Our Canopy room facing the Hoosic River had that same effortlessly considered feeling. Overall, there was an airy, Scandinavian vibe, appropriately complemented by subtle campground references: hand lanterns for strolls after dark, two folded outdoor chairs hanging on the wall, and vintage travel postcards posted above the desk. There was an outdoor shower on the private deck, and a massive daybed built into a window nook. Our bathroom was kitted out with products from the all-natural skincare brand Ursa Major (full-sized bottles, too).

After checking out the hotel’s newly-opened Airport Rooms, a standalone building right next door serving up classic cocktails and elevated takes on roadhouse favorites (wedge salad, chips and dip, and the like), we decided on a fireside dinner in the lodge: warm olives, chickpea fritters, and a creamy vegetable pasta, along with a round of negronis.

The North Adams/Williamstown area has long been a bastion for arts and culture enthusiasts. There’s MASS MoCA, the Clark Art Institute, Williams College Museum of Art, and for theater buffs, the summer season’s Williamstown Theatre Festival, which often draws an impressive lineup of well-known thespians.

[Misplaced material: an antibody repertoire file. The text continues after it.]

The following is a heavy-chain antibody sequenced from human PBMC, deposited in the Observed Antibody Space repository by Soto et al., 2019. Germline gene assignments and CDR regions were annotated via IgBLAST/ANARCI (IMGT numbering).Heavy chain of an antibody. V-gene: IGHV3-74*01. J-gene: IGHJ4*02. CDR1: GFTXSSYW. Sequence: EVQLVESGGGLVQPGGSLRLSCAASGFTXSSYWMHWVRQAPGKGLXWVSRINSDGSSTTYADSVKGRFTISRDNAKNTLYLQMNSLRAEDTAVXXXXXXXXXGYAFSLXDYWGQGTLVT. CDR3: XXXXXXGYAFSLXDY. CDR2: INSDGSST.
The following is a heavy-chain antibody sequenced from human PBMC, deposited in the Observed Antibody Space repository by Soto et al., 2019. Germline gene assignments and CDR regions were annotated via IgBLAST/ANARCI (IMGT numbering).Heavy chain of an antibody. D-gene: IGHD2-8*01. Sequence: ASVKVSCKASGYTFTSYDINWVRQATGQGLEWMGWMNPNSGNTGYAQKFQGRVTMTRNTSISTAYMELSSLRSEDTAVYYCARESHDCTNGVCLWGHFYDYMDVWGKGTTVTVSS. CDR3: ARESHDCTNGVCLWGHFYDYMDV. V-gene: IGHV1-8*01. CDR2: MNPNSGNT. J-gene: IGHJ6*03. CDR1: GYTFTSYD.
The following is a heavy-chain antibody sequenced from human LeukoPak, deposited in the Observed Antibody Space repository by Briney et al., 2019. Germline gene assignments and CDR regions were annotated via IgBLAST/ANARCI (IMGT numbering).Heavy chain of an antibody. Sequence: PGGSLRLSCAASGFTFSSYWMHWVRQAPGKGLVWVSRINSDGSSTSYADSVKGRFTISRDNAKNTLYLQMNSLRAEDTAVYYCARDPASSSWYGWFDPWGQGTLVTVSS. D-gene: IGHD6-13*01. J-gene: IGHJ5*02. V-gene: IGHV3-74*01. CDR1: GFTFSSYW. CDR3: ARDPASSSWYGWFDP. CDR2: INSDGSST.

Those seeking more time in the great outdoors have Mount Greylock (Massachusetts’ highest peak) less than a mile away, along with plenty of hiking trails, and fishing spots. On this particular getaway, Mrs Smith and I were seeking none of these things – not this time around, at least. All we wanted – what we needed – was rest and relaxation, and we were determined to honor that.

After breakfast (multiple free cups of coffee, a rye waffle with a billowy dollop of sweet ricotta, and a delicious dried cherry compote that should be sold in jars at the front desk) and showering, we explored Tourists’ own walking trails over the footbridge. (Head to the right for ‘Chime Chapel’, a large and curious sculpture fashioned from wood and wind chimes and beyond that, epic countryside views. Head to the left, and you’ll walk beneath an overpass and eventually emerge behind an abandoned factory down the road.)